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India Deploying Smart Mini-Grids

14 Jul 2011

India has begun setting up computerized smart mini-grids powered with renewable energy sources to provide electricity in remote, inaccessible areas. Earlier this month the country’s Ministry of New and Renewable Energy (MNRE) commissioned the country’s first ‘renewable energy-based smart mini-grid system’ at Gurgaon, outside New Delhi. Similar grids are commonly used in advanced and developing countries.

The computerized electricity distribution system is equipped with sophisticated sensors and control devices to manage local electricity supply provides by a mix of solar cells, micro-hydro power plants, wind turbines, and biomass. The national power grid and small diesel-powered generators act as a back-up to the system in case the renewable energy supply fails.

Bibek Bandyopadyay, who heads the solar energy centre at MNRE, explains, “The system is based on a computer program that picks up electricity from these sources, and monitors and balances the power according to requirement. The program dictates how much energy will be picked up from which source at a particular time. Renewable energy, like solar and wind, is not always available. The smart grid helps in switching from one energy source to another depending on demand and availability, so that reliable power supply can be ensured at an affordable cost even in remote areas.”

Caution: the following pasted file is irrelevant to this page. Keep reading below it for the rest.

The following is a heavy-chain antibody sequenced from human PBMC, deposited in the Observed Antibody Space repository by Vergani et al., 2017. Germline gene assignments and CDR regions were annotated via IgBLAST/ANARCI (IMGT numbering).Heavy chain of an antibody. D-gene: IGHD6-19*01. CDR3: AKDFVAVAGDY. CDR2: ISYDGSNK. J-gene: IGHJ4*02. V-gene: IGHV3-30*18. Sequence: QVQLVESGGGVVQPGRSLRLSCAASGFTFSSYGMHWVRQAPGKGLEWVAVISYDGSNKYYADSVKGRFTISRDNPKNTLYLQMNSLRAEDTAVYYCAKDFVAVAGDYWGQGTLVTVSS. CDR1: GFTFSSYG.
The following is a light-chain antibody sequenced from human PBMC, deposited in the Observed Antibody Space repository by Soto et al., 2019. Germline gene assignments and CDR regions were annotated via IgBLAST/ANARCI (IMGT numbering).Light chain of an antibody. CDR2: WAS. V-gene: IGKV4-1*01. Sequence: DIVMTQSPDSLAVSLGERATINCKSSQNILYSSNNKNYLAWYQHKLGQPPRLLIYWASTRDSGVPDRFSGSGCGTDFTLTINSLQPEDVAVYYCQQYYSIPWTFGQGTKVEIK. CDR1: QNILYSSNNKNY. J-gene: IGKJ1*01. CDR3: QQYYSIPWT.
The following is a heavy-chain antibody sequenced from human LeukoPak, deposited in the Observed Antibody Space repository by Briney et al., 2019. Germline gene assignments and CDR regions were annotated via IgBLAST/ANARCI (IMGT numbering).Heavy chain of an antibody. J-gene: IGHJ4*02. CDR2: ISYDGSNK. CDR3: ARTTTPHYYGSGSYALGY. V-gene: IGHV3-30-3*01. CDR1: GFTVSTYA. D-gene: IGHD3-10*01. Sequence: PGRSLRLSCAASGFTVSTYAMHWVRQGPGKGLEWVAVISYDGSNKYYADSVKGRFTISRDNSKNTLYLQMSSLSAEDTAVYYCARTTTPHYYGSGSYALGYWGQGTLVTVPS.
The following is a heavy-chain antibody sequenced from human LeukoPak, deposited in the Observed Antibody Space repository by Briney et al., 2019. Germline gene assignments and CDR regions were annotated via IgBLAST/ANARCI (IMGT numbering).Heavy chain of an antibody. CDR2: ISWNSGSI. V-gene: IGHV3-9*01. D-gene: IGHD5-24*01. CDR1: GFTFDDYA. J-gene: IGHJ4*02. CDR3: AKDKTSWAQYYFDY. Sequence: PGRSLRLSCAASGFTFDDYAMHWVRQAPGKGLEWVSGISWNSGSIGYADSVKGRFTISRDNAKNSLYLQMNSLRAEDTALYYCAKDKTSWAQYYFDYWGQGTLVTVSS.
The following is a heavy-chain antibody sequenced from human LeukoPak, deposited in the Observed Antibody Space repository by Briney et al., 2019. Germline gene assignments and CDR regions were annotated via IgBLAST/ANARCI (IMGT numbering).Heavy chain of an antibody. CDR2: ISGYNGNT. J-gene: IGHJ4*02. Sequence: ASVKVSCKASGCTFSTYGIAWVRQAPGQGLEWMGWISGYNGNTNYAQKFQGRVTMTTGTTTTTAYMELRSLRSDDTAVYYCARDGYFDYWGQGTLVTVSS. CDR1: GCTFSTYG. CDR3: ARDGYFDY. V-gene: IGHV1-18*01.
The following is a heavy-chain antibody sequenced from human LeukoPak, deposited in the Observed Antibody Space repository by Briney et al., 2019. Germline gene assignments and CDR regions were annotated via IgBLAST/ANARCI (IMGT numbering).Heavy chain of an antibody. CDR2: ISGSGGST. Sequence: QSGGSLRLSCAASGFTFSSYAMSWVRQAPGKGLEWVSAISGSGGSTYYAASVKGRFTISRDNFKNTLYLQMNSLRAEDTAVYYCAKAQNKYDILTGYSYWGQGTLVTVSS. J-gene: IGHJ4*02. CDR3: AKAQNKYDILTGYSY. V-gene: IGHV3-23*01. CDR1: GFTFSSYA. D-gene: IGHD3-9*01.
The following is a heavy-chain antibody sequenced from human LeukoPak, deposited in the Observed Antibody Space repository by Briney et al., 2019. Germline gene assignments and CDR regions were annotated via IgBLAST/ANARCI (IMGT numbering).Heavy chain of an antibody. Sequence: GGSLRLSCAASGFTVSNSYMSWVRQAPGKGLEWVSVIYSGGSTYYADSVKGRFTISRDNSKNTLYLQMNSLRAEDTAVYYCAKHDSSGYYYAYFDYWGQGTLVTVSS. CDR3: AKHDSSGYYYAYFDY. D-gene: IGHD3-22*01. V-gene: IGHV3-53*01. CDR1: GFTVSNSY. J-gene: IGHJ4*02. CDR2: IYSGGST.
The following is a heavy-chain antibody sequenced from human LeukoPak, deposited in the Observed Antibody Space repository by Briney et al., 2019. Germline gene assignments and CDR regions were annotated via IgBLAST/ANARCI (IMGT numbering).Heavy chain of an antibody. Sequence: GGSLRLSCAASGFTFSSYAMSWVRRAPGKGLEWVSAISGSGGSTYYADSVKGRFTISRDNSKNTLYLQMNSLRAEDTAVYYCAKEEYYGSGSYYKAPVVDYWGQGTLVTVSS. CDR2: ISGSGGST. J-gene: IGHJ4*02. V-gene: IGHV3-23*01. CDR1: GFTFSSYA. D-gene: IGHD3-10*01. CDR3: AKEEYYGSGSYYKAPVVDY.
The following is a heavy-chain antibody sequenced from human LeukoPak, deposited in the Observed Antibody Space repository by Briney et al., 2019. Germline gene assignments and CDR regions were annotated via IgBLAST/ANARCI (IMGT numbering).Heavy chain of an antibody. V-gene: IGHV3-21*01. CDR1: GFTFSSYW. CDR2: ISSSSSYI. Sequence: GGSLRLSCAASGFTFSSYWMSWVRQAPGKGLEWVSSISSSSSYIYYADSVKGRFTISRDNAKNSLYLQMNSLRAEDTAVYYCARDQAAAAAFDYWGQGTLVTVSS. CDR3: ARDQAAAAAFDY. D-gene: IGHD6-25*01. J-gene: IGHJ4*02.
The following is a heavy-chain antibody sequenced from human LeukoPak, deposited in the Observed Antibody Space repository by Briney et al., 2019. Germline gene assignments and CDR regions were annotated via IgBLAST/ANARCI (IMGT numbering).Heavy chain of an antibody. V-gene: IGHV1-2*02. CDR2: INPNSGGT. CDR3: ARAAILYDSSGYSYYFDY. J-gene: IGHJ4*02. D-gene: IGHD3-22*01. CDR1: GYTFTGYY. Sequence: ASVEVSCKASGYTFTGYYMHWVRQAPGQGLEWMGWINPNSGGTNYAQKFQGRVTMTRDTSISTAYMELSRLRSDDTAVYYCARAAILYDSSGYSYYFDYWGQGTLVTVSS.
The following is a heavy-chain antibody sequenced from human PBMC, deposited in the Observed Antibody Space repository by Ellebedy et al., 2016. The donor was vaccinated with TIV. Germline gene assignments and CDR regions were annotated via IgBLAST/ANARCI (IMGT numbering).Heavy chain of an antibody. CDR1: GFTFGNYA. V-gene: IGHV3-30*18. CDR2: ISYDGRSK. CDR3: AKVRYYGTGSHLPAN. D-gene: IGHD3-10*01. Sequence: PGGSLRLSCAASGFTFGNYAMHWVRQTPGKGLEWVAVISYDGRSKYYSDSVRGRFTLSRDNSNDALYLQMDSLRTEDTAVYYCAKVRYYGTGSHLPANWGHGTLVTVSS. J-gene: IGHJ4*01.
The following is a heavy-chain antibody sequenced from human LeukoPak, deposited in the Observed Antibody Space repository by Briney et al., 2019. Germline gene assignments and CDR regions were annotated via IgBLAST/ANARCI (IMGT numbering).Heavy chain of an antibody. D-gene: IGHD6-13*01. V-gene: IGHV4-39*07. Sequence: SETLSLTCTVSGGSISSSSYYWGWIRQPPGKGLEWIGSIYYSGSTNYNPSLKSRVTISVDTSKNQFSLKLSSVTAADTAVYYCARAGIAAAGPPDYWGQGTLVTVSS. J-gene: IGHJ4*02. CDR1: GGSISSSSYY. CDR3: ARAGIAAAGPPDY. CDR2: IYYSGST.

Smart grids can be used, for example, in Lakshadweep, an archipelago in the Arabian Sea, which now depends on diesel shipped in from the mainland to power generators. The Energy and Resources Institute developed the smart grid with help from Australia’s Commonwealth Scientific and Industrial Research Organization.

Subhesh Bhattacharya, senior lecturer at the Centre for Energy, Petroleum, and Mineral Law and Policy at the University of Dundee, Scotland, who is working on renewable energy systems in developing countries, says, “propagation of renewable energy-based smart grids could evolve as a viable policy for developing countries.” He also notes that a digitally controlled mini-grid helps “technological leapfrogging in the (renewable energy) supply and, if the systems are properly standardized, they can be easily integrated into the national grid.”